Matt Hancock mouthing the words written for him by the right-wing press barons (in the opinion of Tom Watson).

The Conservative government – possibly on the orders of the right-wing press barons – has ordered that part two of the Leveson Inquiry into the activities of the press should not take place.

Making a statement to this effect in Parliament, the Secretary of State for Digital, Culture, Media and Sport, Matt Hancock, tried to create the impression that the chairman of the inquiry, Sir Brian Leveson, approved of the decision, saying, “Sir Brian… agrees that the inquiry should not proceed under the current terms of reference but believes that it should continue in an amended form.” This is a lie.

In a letter to Home Secretary Amber Rudd and former DCMS Secretary Karen Bradley in January, Sir Brian stated: “I fundamentally disagree with that conclusion.”

He wanted part two of his inquiry to commence as soon as possible.

Pressure group Hacked Off has been making this clear on Twitter:

So why have the Tories dropped it?

Firstly, it means scrutiny of the workings of IPSO, the new press regulator, will not happen. Many people are uncomfortable with IPSO, and the impression is that it allows the press far more freedom than it should receive. It is entirely possible that this has worked in the favour of the Conservative Party, considering the amount of negative and nonsense press devoted to Jeremy Corbyn and the Labour Party since IPSO was set up. This Writer is about to send a complaint to IPSO, so we will see for ourselves very soon if this is true.

Secondly, there is the question of the influence of the right-wing press barons, under whose control the illegal behaviour took place, about which the inquiry was set up in the first place.

In his response to Mr Hancock, Labour’s Tom Watson said: “When every Conservative MP who was then in Parliament backed this policy, including the current Prime Minister and the present Secretary of State, they did not really mean it. They were waiting for the wind to change and for the fuss to die down. They were waiting for a time when they could, as quietly as possible, break their promises, and today that time has finally come.

“We already knew what the Conservatives really thought, when successive Secretaries of State refused to implement section 40 of the Crime and Courts Act 2013, the part of the Leveson system that would provide access to justice for ordinary citizens while offering protection to journalists and newspapers that signed up to any Leveson-compliant self-regulatory body. The papers, absurdly, caricatured it as state regulation, and pointed instead to the independence of their alternative, non-Leveson-compliant regulator, the Independent Press Standards Organisation. The Government were too scared to make the case for their own policy, and finally, today, they are formally capitulating.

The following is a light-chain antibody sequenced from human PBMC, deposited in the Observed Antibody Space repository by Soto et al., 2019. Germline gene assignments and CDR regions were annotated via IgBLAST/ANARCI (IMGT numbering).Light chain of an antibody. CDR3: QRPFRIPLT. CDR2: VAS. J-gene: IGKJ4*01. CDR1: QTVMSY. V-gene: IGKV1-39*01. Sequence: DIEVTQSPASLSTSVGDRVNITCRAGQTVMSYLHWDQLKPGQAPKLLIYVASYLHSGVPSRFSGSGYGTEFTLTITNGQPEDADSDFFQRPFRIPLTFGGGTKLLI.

“The Government are also capitulating on the question of whether to complete the investigation into how phone hacking happened and what is happening now.

“Here are some of the things that Leveson 2 was supposed to investigate: to inquire into the extent of illegality at News International; to inquire into the way the police investigated allegations relating to News International and other newspaper groups; to inquire into whether the police received corrupt payments and were complicit in suppressing the proper investigation of complaints; and to inquire into the extent of corporate governance and management failures at News International and other organisations. None of those questions has been answered, and by betraying the victims of phone hacking in this statement today, the Secretary of State is trying to ensure that they never will be.

“The last thing the Murdoch empire, the Rothermere empire, the Barclay brothers’ empire or the Mirror Group wanted was an inquiry into their dirty laundry, with powers under the Inquiries Act 2005 to obtain documents and compel witnesses to appear in public. The last thing any of the newspapers wanted was more attention being paid to their methods at a time when it may well be revealed very soon that other papers, not necessarily the ones at the centre of the scandal in 2011, were also involved in criminality.

“They have been lobbying hard for today’s outcome. They will give the Secretary of State—a man who enjoys favourable headlines—plaudits in tomorrow’s leader columns. We already know that Paul Dacre, Rupert Murdoch and the Barclay brothers approve of his statement—after all, they helped to write it.”

So today’s decision is a victory for the gentlemen named directly above: No inquiry into possible illegal activities in their newspapers, no access to justice for their potential victims, and a gross lie that Sir Brian Leveson supports the decision. This is as corrupt a decision as you will ever hear about – from any government.

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